Rohn was one of a long line of American entrepreneurs who sold plans and strategies for success and achievement and leadership in one’s field, whatever that may be. If you are a fan of Tony Robbins, you are a fan of Jim Rohn by extension. According to Robbins, Rohn was one of his mentors, and he got his start selling plans like the ones cited above. (I am agnostic on the topic of self-betterment entrepreneurs, but I am a believer in the grace and beauty of getting to know oneself, which is something that all successfulness sellers sell.)
Rohn died in 2009 at age 79 and left behind a self-improvement business empire. He also left us with many quotes, such as, “You are the average of the five people you spend the most time with.” And, “Don’t wish it were easier; wish you were better. Don’t wish for less problems; wish for more skills. Don’t wish for less challenges; wish for more wisdom.” And, “Don’t join an easy crowd. You won’t grow. Go where the expectations and the demands to perform and achieve are high.” And, “Success is what you attract by the person you become.” And last, “The ultimate expression of life is not a paycheck. The ultimate expression of life is not a Mercedes. The ultimate expression of life is not a million dollars or a bank account or a home. The ultimate expression of life is living a good life.” (Apparently Rohn was a big believer in the rule of three.)
Not many of the self-betterment entrepreneurs found success in traditional business settings; none of them, or not many, climbed the corporate ladder and found themselves at the chief executive level and then decided to turn around and share their successes with those following them up the ladder. The icons of self-betterment all sell an idea: that they were once “stuck” and now they are unstuck and if they could figure it out, you can, too. The idea is free; a plan or strategy tailored for your life may run you $500.
All of them, from Dale Carnegie to Bill Wilson (another salesman who failed in the traditional business setting but found enormous success selling an idea: sobriety) to Jim Rohn to Zig Ziglar to Tony Robbins to whoever is the new “Success Coach” around today, found nontraditional success away from the board room or sales floor by selling the simple idea that success is not what society tells itself that it is, and that one needs to know oneself in order to achieve anything, while achieving anything. (Sarcasm Break: That idealistic idea is idyllic in its idealism, but most of these betterment teachers have lived in some pretty sweet houses and purchased a Mercedes or two.)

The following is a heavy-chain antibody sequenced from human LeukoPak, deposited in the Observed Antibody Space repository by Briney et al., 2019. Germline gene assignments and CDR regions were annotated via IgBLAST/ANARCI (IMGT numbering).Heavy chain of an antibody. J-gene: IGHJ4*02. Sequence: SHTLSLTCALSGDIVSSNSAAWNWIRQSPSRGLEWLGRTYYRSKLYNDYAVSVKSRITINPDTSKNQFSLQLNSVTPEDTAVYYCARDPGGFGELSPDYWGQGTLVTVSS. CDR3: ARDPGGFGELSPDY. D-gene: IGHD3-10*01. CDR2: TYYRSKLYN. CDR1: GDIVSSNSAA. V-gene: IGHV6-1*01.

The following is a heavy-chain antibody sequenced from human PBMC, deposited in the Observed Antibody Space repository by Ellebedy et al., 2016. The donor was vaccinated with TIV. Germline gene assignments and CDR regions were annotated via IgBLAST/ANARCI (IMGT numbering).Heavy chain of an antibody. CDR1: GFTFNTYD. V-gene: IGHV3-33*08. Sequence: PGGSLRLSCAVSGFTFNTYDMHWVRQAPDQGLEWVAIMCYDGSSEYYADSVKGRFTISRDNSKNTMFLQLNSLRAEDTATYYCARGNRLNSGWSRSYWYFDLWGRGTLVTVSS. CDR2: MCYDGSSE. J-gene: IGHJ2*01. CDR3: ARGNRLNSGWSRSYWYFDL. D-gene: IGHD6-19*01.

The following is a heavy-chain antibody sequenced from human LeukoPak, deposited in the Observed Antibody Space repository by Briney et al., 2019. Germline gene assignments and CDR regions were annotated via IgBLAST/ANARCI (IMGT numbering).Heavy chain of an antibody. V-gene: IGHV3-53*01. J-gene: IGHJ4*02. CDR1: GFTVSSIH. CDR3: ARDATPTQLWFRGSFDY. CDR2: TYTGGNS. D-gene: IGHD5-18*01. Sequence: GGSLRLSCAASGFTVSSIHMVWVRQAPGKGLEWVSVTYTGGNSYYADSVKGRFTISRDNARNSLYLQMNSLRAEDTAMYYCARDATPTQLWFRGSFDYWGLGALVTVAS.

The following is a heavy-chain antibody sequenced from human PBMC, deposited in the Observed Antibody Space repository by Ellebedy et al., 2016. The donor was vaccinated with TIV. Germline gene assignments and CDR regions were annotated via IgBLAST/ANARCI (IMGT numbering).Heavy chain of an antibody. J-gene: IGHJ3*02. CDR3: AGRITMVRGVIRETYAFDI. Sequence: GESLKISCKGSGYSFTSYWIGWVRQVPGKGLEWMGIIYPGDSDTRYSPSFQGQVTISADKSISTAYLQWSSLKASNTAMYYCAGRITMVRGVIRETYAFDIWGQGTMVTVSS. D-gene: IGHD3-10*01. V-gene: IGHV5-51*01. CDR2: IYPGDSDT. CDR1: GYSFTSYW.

What they all have to teach is aspirational in the best sense. If one loves how one’s life is going, that is great, but maintaining even that takes work. Whether one spends money attending seminars or picks up some ideas through osmosis, the core principles of success seem to be universal. First, define “success” for oneself. Rohn’s definition is a pretty good one. Also, get to know oneself—that is the difficult one. That is a lifetime of work, and a weekend seminar can be fun to attend, but there is always Monday. Stride up to one’s fears and one’s passions and “do them.” (For me, that includes a fear of public speaking. I speak in public almost every day, blushing each time for the entire time.) Those who claim to not have a passion or a fear in life are discounting themselves, selling themselves short. They do in fact have passions or fears, but they think society does not share them. Also, get out of one’s own way. Life does not need to be lived on a razor’s edge to be exciting; at the end, we will not be awarded bonus points for degree of difficulty. Also, every Life Coach suggests that one ought to surround oneself with teachers. We use each other as teachers every day; we train each other in how to act and how to not act in the world. If one wants to be a great pickpocket, hang out with pickpockets. If one wants to be a great salesman, hang out with pickpockets. (No! Sorry, sarcasm again.)
When I wanted to perfect my drinking, I hung out in bars. I did not want anyone to think I was passionate about my drinking, and I even denied it time and again, but I worked at it studiously. I became so expert at working on this passion that it almost killed me. Success! The same principles of study and work but applied in the opposite direction are worth pursuing. (I changed careers from this pursuit several years ago.)
There is no such thing as an overnight success, except for the rare ones. Some people are born meeting their era’s arbitrary standards for beauty, and that is a wonderful bit of luck for them. I could hang out with handsome people all day, and their good looks will not rub off on me, but perhaps their unearned self-confidence might. Most everyone works at it, whatever “it” is. “I was an overnight success after seven years” of work, Elvis Costello recounted once. “Hang out with good salesmen” does not mean that after one day on the payroll at one’s local Best Purchase or after attending a weekend Zig Ziglar seminar one is going to find a bank account that is the envy of wealthy people everywhere. Work takes work.
I have no clue if some form of writing success (read: publishing deal) is heading in my direction, but I have successfully published about 250 items on this web site. I am surrounded by good examples of good writers here in WordPressLand, and they push me to keep at it. At least five of them (really, more than only five) should count that as a success.
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The WordPress Daily Prompt for March 2 asks, “A writer once said, ‘You are the average of the five people you spend the most time with.’ If this is true, which five people would you like to spend your time with?”